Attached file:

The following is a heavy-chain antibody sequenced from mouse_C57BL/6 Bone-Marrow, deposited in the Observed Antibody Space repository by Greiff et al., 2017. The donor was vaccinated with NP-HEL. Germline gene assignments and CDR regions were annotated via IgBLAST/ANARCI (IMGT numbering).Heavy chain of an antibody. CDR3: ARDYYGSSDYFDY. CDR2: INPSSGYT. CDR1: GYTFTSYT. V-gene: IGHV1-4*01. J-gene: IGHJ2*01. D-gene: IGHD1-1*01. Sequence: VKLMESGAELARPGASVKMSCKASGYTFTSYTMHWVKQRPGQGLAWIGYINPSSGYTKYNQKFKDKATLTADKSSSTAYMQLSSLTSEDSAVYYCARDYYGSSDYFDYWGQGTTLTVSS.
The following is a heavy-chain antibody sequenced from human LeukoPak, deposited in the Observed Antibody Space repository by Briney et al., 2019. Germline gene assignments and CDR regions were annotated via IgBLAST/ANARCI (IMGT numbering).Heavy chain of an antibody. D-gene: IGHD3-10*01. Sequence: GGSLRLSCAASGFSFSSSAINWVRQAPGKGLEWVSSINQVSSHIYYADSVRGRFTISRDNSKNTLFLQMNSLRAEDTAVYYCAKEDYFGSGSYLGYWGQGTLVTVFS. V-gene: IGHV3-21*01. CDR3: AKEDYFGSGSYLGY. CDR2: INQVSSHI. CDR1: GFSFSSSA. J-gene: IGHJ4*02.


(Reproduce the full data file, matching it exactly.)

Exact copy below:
The following is a heavy-chain antibody sequenced from mouse_C57BL/6 Bone-Marrow, deposited in the Observed Antibody Space repository by Greiff et al., 2017. The donor was vaccinated with NP-HEL. Germline gene assignments and CDR regions were annotated via IgBLAST/ANARCI (IMGT numbering).Heavy chain of an antibody. CDR3: ARDYYGSSDYFDY. CDR2: INPSSGYT. CDR1: GYTFTSYT. V-gene: IGHV1-4*01. J-gene: IGHJ2*01. D-gene: IGHD1-1*01. Sequence: VKLMESGAELARPGASVKMSCKASGYTFTSYTMHWVKQRPGQGLAWIGYINPSSGYTKYNQKFKDKATLTADKSSSTAYMQLSSLTSEDSAVYYCARDYYGSSDYFDYWGQGTTLTVSS.
The following is a heavy-chain antibody sequenced from human LeukoPak, deposited in the Observed Antibody Space repository by Briney et al., 2019. Germline gene assignments and CDR regions were annotated via IgBLAST/ANARCI (IMGT numbering).Heavy chain of an antibody. D-gene: IGHD3-10*01. Sequence: GGSLRLSCAASGFSFSSSAINWVRQAPGKGLEWVSSINQVSSHIYYADSVRGRFTISRDNSKNTLFLQMNSLRAEDTAVYYCAKEDYFGSGSYLGYWGQGTLVTVFS. V-gene: IGHV3-21*01. CDR3: AKEDYFGSGSYLGY. CDR2: INQVSSHI. CDR1: GFSFSSSA. J-gene: IGHJ4*02.